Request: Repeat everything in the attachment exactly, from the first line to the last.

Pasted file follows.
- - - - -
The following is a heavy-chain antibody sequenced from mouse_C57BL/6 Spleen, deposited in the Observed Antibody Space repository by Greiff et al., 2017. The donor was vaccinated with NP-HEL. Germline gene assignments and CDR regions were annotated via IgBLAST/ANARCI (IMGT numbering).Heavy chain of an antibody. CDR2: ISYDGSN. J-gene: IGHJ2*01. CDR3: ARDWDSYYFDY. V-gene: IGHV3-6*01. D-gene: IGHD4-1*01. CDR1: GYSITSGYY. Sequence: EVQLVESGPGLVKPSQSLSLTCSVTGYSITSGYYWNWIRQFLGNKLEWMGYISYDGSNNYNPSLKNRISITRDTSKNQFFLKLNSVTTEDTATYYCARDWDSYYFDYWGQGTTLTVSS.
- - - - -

The following is a heavy-chain antibody sequenced from mouse_C57BL/6 Spleen, deposited in the Observed Antibody Space repository by Greiff et al., 2017. The donor was vaccinated with NP-HEL. Germline gene assignments and CDR regions were annotated via IgBLAST/ANARCI (IMGT numbering).Heavy chain of an antibody. CDR2: ISYDGSN. J-gene: IGHJ2*01. CDR3: ARDWDSYYFDY. V-gene: IGHV3-6*01. D-gene: IGHD4-1*01. CDR1: GYSITSGYY. Sequence: EVQLVESGPGLVKPSQSLSLTCSVTGYSITSGYYWNWIRQFLGNKLEWMGYISYDGSNNYNPSLKNRISITRDTSKNQFFLKLNSVTTEDTATYYCARDWDSYYFDYWGQGTTLTVSS.